Kalimba College: Painted Tine Insights
Relationships Between Alto and Treble Kalimbas

Kalimba Comparison
How the painted tines relate across kalimbas

In this article, we use painted tines to understand relationships between the Bb Treble, regular Treble and Alto kalimbas.

If you would like a review, here's an old article (Feb 2011) that spells out the reasons why some of the tines are painted on your Hugh Tracey kalimba.

In the diagram to the right, the painted tines on the Bb Treble and Alto kalimbas match each other in the degree of the scale.

For example, the two upper root notes on the Bb Treble (you can identify them as they are marked with "1", i.e., the first degree of the scale and Bb on the Bb Treble kalimba) are painted, and correspond to the two upper root notes on the Alto kalimba (also marked "1", but as the Alto is in the key of G, the root notes are G instead of Bb).

This means that if you can play a song on the Alto kalimba, you can also play it, without relearning it, on the Bb Treble kalimba, because the painted tines show you the way by noting the the degrees of scale.

Do note, the far right and far left Alto tines are painted, while the far left and far right Treble tines are not. This brief disruption of symmetry is simply due to the fact that Treble kalimbas have 17 tines, two more tines than the Alto, which has only 15.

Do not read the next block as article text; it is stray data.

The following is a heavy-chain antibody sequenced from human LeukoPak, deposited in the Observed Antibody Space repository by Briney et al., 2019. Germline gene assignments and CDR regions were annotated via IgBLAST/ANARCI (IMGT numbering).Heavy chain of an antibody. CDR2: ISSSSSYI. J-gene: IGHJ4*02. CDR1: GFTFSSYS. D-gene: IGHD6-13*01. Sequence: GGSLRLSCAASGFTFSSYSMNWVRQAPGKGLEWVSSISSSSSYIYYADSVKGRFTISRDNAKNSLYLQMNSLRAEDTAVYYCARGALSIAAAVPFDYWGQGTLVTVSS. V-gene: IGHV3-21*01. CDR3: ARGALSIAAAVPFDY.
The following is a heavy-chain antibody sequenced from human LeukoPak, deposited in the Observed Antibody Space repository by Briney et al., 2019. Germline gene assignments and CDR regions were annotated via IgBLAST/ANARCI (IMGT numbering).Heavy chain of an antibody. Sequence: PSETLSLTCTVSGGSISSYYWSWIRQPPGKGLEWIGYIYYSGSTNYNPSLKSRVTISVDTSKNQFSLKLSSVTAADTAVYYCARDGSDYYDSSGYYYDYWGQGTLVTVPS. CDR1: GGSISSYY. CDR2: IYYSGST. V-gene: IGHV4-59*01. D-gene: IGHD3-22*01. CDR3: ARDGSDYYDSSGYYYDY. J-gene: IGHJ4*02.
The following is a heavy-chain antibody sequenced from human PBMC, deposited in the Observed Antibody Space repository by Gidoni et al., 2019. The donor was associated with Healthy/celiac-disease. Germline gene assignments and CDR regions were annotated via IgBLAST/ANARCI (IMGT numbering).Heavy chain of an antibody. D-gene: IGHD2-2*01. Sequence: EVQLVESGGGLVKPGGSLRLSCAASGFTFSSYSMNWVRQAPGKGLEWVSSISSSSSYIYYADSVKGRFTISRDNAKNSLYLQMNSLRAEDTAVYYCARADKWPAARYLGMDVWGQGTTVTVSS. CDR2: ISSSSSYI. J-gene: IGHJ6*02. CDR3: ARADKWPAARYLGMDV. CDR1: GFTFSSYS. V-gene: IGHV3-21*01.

Now compare the Alto kalimba and the regular (non Bb) Treble kalimba. We see another important difference: the regular Treble has only 5 tines painted while the Alto has 6 tines painted. Why? Because the Treble lacks the Alto's lowest two notes, G and A (a painted tine), and starts in on the low B.

So we see painted tines don't just show us the degree of scale but also name of note, and in the case of the Alto and regular Treble kalimbas, this shows very clearly that the notes on the Treble are mostly exactly the same as the notes on the Alto, even though the Treble does not have the Alto's two low notes, and the Alto is missing the Treble's top four notes.

Matched painted tines across regular Treble and Alto kalimbas give you the capability to play on one while a friend plays on the other. Painted tines make it possible to easily see which notes your friend is playing so that you can translate that to the kalimba in your hands... without ever having to know the name or even the number of the note, just where it is in the painted tine scheme.

Two final advantageous conclusions we may draw: you can use the same Alto tablature for a Bb Treble kalimba AND you can almost use Alto tablature for the regular Treble!

Pretty cool, eh?